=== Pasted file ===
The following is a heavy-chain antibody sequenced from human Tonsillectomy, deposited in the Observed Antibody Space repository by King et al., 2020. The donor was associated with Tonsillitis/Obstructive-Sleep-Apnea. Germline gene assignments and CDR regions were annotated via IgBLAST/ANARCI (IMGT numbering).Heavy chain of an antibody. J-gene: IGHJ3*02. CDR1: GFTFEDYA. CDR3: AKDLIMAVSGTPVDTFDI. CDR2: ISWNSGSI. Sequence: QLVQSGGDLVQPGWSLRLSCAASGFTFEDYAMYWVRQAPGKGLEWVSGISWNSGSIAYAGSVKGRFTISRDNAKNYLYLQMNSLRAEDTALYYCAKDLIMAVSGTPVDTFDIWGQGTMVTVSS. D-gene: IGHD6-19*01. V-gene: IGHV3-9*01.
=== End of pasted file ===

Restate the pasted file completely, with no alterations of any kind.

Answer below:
The following is a heavy-chain antibody sequenced from human Tonsillectomy, deposited in the Observed Antibody Space repository by King et al., 2020. The donor was associated with Tonsillitis/Obstructive-Sleep-Apnea. Germline gene assignments and CDR regions were annotated via IgBLAST/ANARCI (IMGT numbering).Heavy chain of an antibody. J-gene: IGHJ3*02. CDR1: GFTFEDYA. CDR3: AKDLIMAVSGTPVDTFDI. CDR2: ISWNSGSI. Sequence: QLVQSGGDLVQPGWSLRLSCAASGFTFEDYAMYWVRQAPGKGLEWVSGISWNSGSIAYAGSVKGRFTISRDNAKNYLYLQMNSLRAEDTALYYCAKDLIMAVSGTPVDTFDIWGQGTMVTVSS. D-gene: IGHD6-19*01. V-gene: IGHV3-9*01.